Terry Holland beat Dean Smith in an ACC tournament final, Bob Knight for a berth in the Final Four and Mike Krzyzewski the first eight times they played. So few, if any, are more qualified to discuss the last three coaches to own the Division I career victories record.
Smith broke Adolph Rupp’s mark in 1997; Knight surpassed Smith in 2007, and Tuesday night Krzyzewski passed Knight with his 903rd win. Smith won two national championships at North Carolina, Knight three at Indiana, and Krzyzewski has won four at Duke.
Holland coached Virginia from 1974-90, and during those 16 seasons he was 10-28 against Smith, 9-16 versus Krzyzewski and 1-0 against Knight.
“I’m sure there are characteristics they have in common, but as a coach you do tend to focus on their differences, and the style of play, rather than the commonalities,” Holland said from East Carolina, where he serves as athletic director. “They were all meticulous in their expectations of their teams.
“Knight kept it a lot simpler. Dean was at the other end of the extreme. His defenses and his offenses were very complicated. Mike was more in-between but very focused on making the kids play hard. Certainly Dean’s teams played hard, and Knight’s teams played hard. Krzyzewski’s took it to a whole different level.”
Smith’s Tar Heels were 25-2 and ranked fourth nationally when Holland’s Cavaliers, led by Wally Walker, stunned them in the finals of the 1976 ACC tournament in Landover, Md. That remains Virginia’s lone ACC tournament championship.
The highest-stakes game between Holland Smith came five years later at the Final Four in Philadelphia, where Carolina and Al Wood defeated Virginia and Ralph Sampson in the semifinals.
Holland’s only game against Knight was the 1984 NCAA East Regional final. Indiana had defeated North Carolina in the semifinals, Michael Jordan’s final collegiate game, while Virginia had barely squeezed into the field after a pedestrian regular season. The Cavaliers defeated the Hoosiers 50-48 to reach the Final Four in Year 1 of the post-Sampson era.
“Preparing for Dean’s teams was difficult from a coaching standpoint,” Holland said. “Preparing for Knight’s team and/or Mike’s teams was … preparing for war, an all-out fist-fight the way Duke played it.
“Indiana was tough, but they were only tough from 18 feet in. Mike’s teams were tough as soon as you got the ball.”
The war analogy is apt, since Krzyzewski played for Knight at Army and later coached the Cadets. In fact, Holland’s first glimpse of Krzyzewski came in the last of Krzyzewski’s five seasons guiding Army.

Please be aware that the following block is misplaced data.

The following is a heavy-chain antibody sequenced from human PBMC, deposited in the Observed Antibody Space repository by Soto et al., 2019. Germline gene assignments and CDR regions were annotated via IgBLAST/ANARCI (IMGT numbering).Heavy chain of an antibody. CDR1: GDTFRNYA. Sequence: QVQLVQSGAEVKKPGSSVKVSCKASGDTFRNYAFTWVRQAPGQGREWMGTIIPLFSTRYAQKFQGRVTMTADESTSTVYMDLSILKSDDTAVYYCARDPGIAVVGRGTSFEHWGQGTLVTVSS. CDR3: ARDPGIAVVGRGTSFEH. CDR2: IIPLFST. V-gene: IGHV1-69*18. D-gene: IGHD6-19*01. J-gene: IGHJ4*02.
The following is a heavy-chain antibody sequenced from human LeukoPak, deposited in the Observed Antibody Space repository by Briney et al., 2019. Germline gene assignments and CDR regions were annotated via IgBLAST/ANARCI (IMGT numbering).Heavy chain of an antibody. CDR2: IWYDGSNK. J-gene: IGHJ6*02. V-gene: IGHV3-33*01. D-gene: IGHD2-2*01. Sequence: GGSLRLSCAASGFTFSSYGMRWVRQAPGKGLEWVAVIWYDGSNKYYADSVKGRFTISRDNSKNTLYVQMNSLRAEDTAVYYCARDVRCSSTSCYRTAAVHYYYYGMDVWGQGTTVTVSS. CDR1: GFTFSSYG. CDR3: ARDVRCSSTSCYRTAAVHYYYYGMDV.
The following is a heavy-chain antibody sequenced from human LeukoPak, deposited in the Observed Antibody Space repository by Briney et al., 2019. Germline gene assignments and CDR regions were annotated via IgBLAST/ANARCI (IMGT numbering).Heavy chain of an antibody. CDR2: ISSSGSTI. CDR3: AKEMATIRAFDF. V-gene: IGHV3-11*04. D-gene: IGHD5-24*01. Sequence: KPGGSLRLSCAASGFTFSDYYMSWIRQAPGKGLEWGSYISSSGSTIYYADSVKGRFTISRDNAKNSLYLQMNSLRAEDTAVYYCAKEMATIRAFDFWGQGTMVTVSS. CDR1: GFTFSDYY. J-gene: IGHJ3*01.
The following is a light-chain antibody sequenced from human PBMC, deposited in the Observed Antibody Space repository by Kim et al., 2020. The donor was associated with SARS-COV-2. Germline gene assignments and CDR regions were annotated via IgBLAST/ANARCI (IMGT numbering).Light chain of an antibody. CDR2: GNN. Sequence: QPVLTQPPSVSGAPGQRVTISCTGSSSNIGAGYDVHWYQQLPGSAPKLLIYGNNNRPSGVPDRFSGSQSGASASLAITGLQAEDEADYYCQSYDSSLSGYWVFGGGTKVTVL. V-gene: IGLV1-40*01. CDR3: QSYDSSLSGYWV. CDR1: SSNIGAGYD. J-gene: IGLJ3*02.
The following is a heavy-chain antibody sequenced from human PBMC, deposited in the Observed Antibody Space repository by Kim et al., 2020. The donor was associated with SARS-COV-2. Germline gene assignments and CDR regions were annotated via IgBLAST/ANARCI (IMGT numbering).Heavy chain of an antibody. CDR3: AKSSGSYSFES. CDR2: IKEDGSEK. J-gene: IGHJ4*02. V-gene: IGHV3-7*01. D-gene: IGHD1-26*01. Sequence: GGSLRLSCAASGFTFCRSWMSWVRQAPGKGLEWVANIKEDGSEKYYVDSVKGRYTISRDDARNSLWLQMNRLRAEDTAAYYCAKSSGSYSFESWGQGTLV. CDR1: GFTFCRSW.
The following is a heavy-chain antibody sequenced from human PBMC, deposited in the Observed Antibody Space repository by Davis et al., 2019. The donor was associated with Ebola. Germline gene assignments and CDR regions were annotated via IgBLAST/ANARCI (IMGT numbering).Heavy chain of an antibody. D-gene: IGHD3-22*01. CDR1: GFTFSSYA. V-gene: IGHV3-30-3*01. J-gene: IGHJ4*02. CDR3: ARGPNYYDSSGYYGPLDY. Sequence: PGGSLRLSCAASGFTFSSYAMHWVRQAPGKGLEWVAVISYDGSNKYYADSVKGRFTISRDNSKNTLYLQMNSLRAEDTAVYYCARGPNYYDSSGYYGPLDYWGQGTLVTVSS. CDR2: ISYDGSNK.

It was the 1979 Cable Car Classic, and Virginia dusted Army 84-60 in the consolation game. After Krzyzewski went to Duke, his Blue Devils lost their first seven games to Virginia.
The seventh was at the 1983 tournament, where the Sampson-led Cavaliers rolled 109-66 to end Duke’s season at 11-17 and hand the Blue Devils their most lopsided loss ever.
“Here’s to forgetting,” a dinner companion said to Krzyzewski that evening.
“Here’s to never forgetting,” Krzyzewski replied.
The following October, when the Blue Devils walked into Cameron Indoor Stadium for the first day of practice, the scoreboard read 109-66.
Duke subsequently won 16 consecutive games against Virginia, a streak that lasted until 1990, Holland’s final season. Led by Bryant Stith, the Cavaliers defeated the No. 4 Blue Devils at University Hall.
Krzyzewski’s skills were apparent to Holland from the beginning.
“In every area,” Holland said. “He was a relentless recruiter. We went head-to-head with them on kids for a long time, and in the early days we got a lot of those kids, and obviously he got most of them after that. We recognized him as a very serious competitor (right away).”
That 1990 team was the third of Krzyzewski’s five straight Final Four squads, a streak that concluded with NCAA championships in 1991 and ’92, college basketball’s first repeat since UCLA and John Wooden won seven in a row from 1967-73.
“I wrote (Mike) a note,” Holland recalled, “and told him what he had done was, I thought, comparable to what Wooden had accomplished.”
For a college basketball coach, for any coach, can there be any greater compliment?
Here's my print column on Krzyzewski's record-breaking evening.
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